French Roast: To Bean or Not to Bean?
By Courtni Wisenbaker-Scheel of Modernize
Love it or hate it, coffee drinkers have a strong opinion when it comes to French roast flavor, and overwhelmingly, that opinion is that it is, well, not good. But why does this roasting method inspire such loathing? How can any food or drink originating from France be terrible? Therein lies the problem. French roast is not actually French, but more of a French colony. In the 1870s, Europeans began to look to Africa as a land ripe with opportunity, and they started seeking ways in which to exploit them. At the Berlin Conference of 1884-1885, all interested parties sat down and divided up Africa, while implementing trade agreements. What was one of these tradeable goods? Coffee beans. However, these beans were of such low quality that the only way roasters could find buyers was to roast them...and roast them...and then roast some more.
For the most part, the same still holds true today. French roast is one of the darkest roasts given to coffee beans—they’re only taken out of the heat about a minute before the big guns of Italian roast (yeah, it’s not Italian either). In the picture below, French roast is #14, in all its singed glory. When you roast a coffee bean to this extent, the sugars inside the bean begin to caramelize while the oils rise to the surface, leaving you with virtually no acidity and a complex smokiness on the palate. This is as far as the two French roasts camps will agree. From here, it divulges into an all-out argument over the worthiness of the French roast, and those feelings are pervasive.
In the majority are the haters—and no, this word is not used flippantly. French roast incites a level of distaste rarely seen for a beverage, especially from coffee connoisseurs, some of whom have described the flavor as “licking an ashtray.” And why is that? Well, for one, when a bean has been roasted for this long at such a high temperature, any flavor notes will come from the roasting process, not the coffee bean itself. Because of this, most quality coffee growers will strongly discourage their beans to be roasted to this extent; so all that is available for French roasting are low-quality coffee beans.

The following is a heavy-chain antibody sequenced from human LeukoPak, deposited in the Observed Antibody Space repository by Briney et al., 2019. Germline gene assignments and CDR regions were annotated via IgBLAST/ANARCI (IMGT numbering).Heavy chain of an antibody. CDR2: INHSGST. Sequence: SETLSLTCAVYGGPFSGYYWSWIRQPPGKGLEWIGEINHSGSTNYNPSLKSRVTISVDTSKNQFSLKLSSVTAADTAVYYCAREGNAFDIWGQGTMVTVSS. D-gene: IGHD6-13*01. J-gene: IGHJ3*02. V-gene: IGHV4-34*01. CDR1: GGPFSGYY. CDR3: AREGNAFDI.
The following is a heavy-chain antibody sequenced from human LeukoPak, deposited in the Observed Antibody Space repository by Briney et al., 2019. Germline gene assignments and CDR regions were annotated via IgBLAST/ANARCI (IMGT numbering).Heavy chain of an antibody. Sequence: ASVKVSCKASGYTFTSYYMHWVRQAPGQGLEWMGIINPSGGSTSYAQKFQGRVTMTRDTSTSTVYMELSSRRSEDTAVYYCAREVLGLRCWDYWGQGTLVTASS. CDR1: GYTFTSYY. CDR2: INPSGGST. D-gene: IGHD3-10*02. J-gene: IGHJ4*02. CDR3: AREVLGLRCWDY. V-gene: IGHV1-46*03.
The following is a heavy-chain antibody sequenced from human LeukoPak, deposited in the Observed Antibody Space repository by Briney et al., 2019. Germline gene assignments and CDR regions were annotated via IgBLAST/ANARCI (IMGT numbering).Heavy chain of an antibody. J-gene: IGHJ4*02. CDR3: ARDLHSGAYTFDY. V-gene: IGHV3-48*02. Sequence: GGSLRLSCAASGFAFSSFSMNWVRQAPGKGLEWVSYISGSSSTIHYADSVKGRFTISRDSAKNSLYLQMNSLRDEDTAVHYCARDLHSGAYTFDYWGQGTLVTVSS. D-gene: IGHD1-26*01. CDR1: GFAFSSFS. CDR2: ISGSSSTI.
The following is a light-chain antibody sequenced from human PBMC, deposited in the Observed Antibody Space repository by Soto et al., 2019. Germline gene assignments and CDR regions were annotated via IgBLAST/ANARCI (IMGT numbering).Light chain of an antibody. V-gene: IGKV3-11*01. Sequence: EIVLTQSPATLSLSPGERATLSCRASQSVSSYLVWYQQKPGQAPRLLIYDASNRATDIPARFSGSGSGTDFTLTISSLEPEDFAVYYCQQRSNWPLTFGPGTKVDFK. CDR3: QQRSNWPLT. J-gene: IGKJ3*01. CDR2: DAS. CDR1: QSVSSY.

A second reason for the loathing is simply the process of turning the beans into a cup of coffee is a nuisance. The roasting process takes substantially longer than other roasts, and the smell that comes with those burning oils can be rather acrid—and that’s just the beginning. The roasted beans are incredibly oily and tend to stick together, which is a problem when you actually want to turn those beans into usable grounds. French roast coffee beans almost always cause some sort of clog in the grinding machinery, which then needs to be properly cleaned out before processing a different level of roasted coffee bean. All in all, it’s a lot of work for a beverage that tastes like “chomping on a burnt cigar.”
On the other hand, one lone wolf of credible coffee roasters stood out from the pack of naysayers and dared to stand up for this roasting style. Peet's Coffee and Tea are so passionate about their French roast that it’s enough to ignore the haters and instead cozy up with a big mug of black gold. After all, there’s something comforting about a charred, smoky flavor—it brings to mind nights around a campfire.It might not be for everyone, but for those with an adventurous palette—the French roast enthusiasts—no amount of coffee analysis & snobbery can convince them otherwise.
So if you can’t find the deliciousness in a cup of French roast, don’t judge the people who do. And if you’re an adoring fan of this dark roast, don’t admonish the haters. Instead, just know that all of you have found your own personal place in the coffee world, and be glad that you both can appreciate the daily joy those little beans give to us all.